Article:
“I’ll let you go, if I must; but I’ll come to you—if you live in a hovel—if you live in a cave—if you live—Oh, I know how you live!”
“How do I live?” she asked, laughing a little unsteadily, and as if there were tears in her eyes, though of this he could not be sure.
“You live in a plain little house, with just a few of the things you used to have about you; rows of books, a picture or two, and some old china. Things may be a bit shabby, but everything is beautifully neat, and there are garden flowers on the table, perhaps white lilacs!”
“Oh, what a romanticist!” she said, through her soft laughter. “One would think you wrote novels instead of specifications for concrete walls. What if you come and find me living with my older sister, who sews for a living, plain sewing, at a dollar a day? And we have a long credit account at the grocery, which we can’t pay? And at night our little upstairs room is full of neighbours, untidy, loud-talking, commonplace women? And the lamp smokes—”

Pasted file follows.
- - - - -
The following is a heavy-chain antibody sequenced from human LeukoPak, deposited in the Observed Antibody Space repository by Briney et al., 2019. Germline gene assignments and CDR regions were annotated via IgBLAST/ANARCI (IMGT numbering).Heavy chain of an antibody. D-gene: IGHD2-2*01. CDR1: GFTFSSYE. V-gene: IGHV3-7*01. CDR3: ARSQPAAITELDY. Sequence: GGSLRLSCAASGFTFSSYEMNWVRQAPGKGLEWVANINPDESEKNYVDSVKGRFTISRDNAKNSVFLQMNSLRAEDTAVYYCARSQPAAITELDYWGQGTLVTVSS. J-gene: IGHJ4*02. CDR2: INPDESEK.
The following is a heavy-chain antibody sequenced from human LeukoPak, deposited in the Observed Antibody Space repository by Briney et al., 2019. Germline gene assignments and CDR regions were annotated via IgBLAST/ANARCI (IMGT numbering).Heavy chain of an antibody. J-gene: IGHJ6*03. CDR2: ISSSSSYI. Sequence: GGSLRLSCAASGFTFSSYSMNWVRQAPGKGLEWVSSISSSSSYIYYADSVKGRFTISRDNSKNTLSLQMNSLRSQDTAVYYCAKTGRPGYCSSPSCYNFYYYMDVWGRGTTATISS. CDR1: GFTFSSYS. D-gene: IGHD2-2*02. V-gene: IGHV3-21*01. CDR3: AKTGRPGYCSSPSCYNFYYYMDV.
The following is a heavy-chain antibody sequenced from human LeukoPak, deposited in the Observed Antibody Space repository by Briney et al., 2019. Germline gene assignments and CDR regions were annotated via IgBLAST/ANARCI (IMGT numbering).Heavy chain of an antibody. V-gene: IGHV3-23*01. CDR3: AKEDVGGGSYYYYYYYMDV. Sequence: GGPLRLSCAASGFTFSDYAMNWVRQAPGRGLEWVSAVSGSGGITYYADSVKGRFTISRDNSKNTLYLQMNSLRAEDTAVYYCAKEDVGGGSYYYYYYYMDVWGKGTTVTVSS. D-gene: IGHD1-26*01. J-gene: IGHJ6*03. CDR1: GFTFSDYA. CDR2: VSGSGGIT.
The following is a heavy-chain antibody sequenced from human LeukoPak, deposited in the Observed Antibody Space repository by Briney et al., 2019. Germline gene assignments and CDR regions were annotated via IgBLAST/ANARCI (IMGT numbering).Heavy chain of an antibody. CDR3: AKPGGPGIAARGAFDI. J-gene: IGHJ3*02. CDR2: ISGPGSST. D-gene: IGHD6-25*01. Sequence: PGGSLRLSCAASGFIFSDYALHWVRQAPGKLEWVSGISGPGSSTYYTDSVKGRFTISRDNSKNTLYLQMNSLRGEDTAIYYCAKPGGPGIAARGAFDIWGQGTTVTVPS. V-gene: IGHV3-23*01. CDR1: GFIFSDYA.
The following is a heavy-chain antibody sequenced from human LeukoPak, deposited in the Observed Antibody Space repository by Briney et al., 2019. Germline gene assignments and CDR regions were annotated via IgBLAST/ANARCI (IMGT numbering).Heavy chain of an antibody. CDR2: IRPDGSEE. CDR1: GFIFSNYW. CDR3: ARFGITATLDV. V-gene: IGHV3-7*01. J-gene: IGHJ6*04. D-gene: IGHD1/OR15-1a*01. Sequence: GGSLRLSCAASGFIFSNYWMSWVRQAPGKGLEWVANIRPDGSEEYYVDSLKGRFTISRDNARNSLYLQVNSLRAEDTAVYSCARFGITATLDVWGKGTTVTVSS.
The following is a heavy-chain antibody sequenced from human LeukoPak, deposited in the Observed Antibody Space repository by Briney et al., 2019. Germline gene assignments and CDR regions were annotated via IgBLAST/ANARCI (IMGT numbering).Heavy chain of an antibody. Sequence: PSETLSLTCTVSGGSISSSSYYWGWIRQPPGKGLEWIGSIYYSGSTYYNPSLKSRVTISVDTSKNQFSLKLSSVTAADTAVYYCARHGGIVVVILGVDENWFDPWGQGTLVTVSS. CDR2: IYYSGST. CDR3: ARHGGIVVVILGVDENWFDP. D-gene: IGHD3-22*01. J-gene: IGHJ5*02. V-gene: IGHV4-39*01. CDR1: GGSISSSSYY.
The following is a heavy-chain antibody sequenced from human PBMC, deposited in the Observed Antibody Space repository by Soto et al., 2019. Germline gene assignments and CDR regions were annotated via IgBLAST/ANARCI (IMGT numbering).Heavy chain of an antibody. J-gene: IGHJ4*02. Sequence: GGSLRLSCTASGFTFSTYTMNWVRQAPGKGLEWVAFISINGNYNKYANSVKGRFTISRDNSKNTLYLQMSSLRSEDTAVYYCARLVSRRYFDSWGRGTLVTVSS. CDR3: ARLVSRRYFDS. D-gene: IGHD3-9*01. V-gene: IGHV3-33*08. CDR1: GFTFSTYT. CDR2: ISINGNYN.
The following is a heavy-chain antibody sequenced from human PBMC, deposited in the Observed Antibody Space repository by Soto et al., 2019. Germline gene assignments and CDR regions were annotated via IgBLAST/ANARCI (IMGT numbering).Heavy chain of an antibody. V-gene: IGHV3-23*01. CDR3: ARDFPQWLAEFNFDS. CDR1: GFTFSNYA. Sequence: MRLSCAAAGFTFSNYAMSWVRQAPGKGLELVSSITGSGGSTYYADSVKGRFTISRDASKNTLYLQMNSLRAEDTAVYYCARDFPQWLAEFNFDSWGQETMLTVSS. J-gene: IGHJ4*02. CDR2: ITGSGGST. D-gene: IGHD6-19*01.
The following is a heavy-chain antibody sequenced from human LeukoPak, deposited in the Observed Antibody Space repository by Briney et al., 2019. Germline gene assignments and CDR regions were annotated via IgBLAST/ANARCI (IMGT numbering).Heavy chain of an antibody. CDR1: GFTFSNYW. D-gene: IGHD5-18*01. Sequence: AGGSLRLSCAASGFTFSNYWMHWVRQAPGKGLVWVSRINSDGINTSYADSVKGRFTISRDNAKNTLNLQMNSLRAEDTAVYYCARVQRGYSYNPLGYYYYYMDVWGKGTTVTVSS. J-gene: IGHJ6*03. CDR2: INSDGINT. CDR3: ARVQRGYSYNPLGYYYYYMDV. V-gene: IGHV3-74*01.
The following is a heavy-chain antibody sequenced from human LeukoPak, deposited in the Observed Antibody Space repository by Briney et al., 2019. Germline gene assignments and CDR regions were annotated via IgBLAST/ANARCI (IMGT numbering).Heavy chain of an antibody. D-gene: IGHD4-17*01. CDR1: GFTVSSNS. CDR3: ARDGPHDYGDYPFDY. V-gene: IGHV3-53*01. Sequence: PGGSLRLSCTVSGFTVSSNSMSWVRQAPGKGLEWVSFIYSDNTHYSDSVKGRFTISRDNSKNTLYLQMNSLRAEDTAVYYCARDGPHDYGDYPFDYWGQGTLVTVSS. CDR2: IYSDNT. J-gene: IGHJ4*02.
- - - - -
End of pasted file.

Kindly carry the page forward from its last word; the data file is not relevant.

“It wouldn’t smoke; you would have trimmed it,” he answered, quickly and with conviction. “But, even if it were all like that, you would still be the perfect thing you are. And I would take you away—”
“If you don’t drive on, Mr. King,” she interposed gently, “you will soon be mentally unfit to drive at all. And I must be back before the darkness has quite fallen. And—don’t you think we have talked enough about ourselves?”
“I like that word,” he declared as he obediently set the car in motion. “Ourselves—that sounds good to me. As long as you keep me with you that way I’ll try to be satisfied. One thing I’m sure of: I’ve something to work for now that I didn’t have this morning. Oh, I know; you haven’t given me a thing. But you’re going to let me come to see you next spring, and that’s worth everything to me. Meanwhile, I’ll do my level best—for you.”
* * * * *
When he drew up before the door of the church, where, in spite of his entreaties that he be allowed to take her to her lodging place, Anne insisted on being left, he felt, in spite of all he had gained that day, a sinking of the heart. Though the hour was early and the neighbourhood at this time of day a quiet one, and though she assured him that she had not far to go, he was unhappy to leave her thus unaccompanied.
“I wish I could possibly imagine why it must be this way,” he said to himself as he stood hat in hand beside his car, watching Anne Linton’s quickly departing figure grow more and more shadowy as the twilight enveloped it. “Well, one thing is certain: whatever she does there’s a good and sufficient reason; and I trust her.”
RED HEADED AGAIN